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PostPosted: Tue Dec 08, 2009 10:05 am 
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Joined: Wed Jan 16, 2008 11:57 am
Posts: 15
Bucks appeal statistics for 2009, taken from the Headteachers Manual for Transfer to Secondary School 2010:

"For 2009, of the many children who went to selection appeal, less than half were successful (40.4%). Last year 850 appeals were lodged, of which 343 were successful. In the vast majority of these cases, there was strong headteacher support and over 85% of the successful appeals were for scores between 116 and 120. However, not all children scoring between these two scores were successful, even on 120 there can be no guarantee of success through the appeal process."

Score -- Successful -- Not Successful -- Total --- % Successful
-- 120 ----------- 106 ------------- 24 ----------- 130 ------------ 81.5
-- 119 ------------ 79 ------------- 43 ------------122 ------------ 64.8
-- 118 ------------ 45 ------------- 61 ------------106 ------------ 42.5
-- 117 ------------ 39 ------------- 74 ----------- 113 ------------ 34.5
-- 116 ------------ 25 ------------- 70 ------------- 95 ----------- 26.3
-- 115 ------------ 17 ------------- 50 ------------- 67 ----------- 25.4
-- 114 ------------ 14 ------------- 41 ------------- 55 ----------- 25.5
-- 113 ------------- 6 ------------- 28 ------------- 34 ----------- 17.6
-- 112 ------------- 3 ------------- 28 ------------- 31 ------------- 9.7
-- 111 ------------- 1 ------------- 15 ------------- 16 ------------- 6.3
-- 110 ------------- 2 ------------- 27 ------------- 29 ------------- 6.9
-<110 ------------- 6 ------------- 46 ------------- 52 ----------- 11.5


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PostPosted: Tue Dec 08, 2009 11:13 am 
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Joined: Fri Jul 31, 2009 7:46 pm
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Location: Bucks
This is very interesting and I am surprise at the number of people who did appeal with <110.

Do the same 3 panel members hear all 850 cases?

MG


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PostPosted: Tue Dec 08, 2009 12:57 pm 
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Joined: Sun May 13, 2007 8:03 pm
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Location: Gloucestershire
Morning Glory wrote:
Do the same 3 panel members hear all 850 cases?


Ah - the life of a volunteer panel member: Assuming 30 mins per appeal, 7 hours work per day, it would take just over 60 working days, or three months, to hear all the appeals. Unpaid. Now it could be that these appeals take less time if they're not attended by parents. But just think of the huge piles of documentation they'd have to read through in the evenings!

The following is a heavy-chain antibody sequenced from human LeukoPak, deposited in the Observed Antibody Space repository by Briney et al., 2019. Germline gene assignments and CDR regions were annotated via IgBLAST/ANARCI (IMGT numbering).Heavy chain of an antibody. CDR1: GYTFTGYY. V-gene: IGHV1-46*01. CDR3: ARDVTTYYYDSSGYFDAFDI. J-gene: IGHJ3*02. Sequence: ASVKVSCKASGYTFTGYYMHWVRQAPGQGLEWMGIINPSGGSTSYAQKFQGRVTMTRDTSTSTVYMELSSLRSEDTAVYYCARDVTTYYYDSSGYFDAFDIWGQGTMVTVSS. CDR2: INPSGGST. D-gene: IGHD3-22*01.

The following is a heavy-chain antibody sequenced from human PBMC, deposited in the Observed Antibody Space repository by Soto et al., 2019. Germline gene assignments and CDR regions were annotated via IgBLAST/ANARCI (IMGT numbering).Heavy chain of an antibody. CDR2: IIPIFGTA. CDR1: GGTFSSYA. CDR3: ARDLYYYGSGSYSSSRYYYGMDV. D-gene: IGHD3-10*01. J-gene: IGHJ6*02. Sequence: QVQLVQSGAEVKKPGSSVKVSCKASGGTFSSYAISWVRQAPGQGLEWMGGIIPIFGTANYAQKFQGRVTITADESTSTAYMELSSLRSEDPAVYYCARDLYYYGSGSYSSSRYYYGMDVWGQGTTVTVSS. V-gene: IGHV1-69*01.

Over here in Gloucestershire, appeals are not lodged until after results come out on National Allocation Day, and are mixed both non-qual and oversubscriptions. One panel will hear all the appeals for one school. Occasionally, one person may end up on two panels (for instance, if a panelist drops out sick a few hours before the first appeal). But whatever - 5 or 6 days of appeals takes a lot of mental energy!

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PostPosted: Tue Dec 08, 2009 1:19 pm 
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Joined: Fri Oct 02, 2009 12:35 pm
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Location: Buckinghamshire
Appeal :shock: the word just sends me into a panic :shock:

For me, even with the scores my DD achieved, I will not assume anything ... I need to convince the panel that she is right for this type of schooling!

Have to say ... with all the wonderful advice given/read on this forum ... I will be ready :wink:

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PostPosted: Sun Dec 13, 2009 1:23 pm 
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Joined: Tue Jul 08, 2008 11:33 pm
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Morning Glory wrote:
This is very interesting and I am surprise at the number of people who did appeal with <110.
And also quite a number whose children scored >=119 didn't?


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PostPosted: Sun Dec 13, 2009 2:20 pm 
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Morning Glory wrote:
This is very interesting and I am surprise at the number of people who did appeal with <110.

The fact that a small number succeeded shows that it is possible in very exceptional cases. Of the remainder, I suspect that some would have had exceptional reasons but insufficient academic evidence, while others were just unrealistic!

Quote:
Do the same 3 panel members hear all 850 cases?
Ideally, they would do, but as Capers has pointed out, it can't be done with 850 cases.
Quote:
Assuming 30 mins per appeal, 7 hours work per day, it would take just over 60 working days, or three months, to hear all the appeals. Unpaid.
Although 30 minutes is a reasonable allocation for a hearing, at least another 15 minutes is scheduled to take and record each decision.

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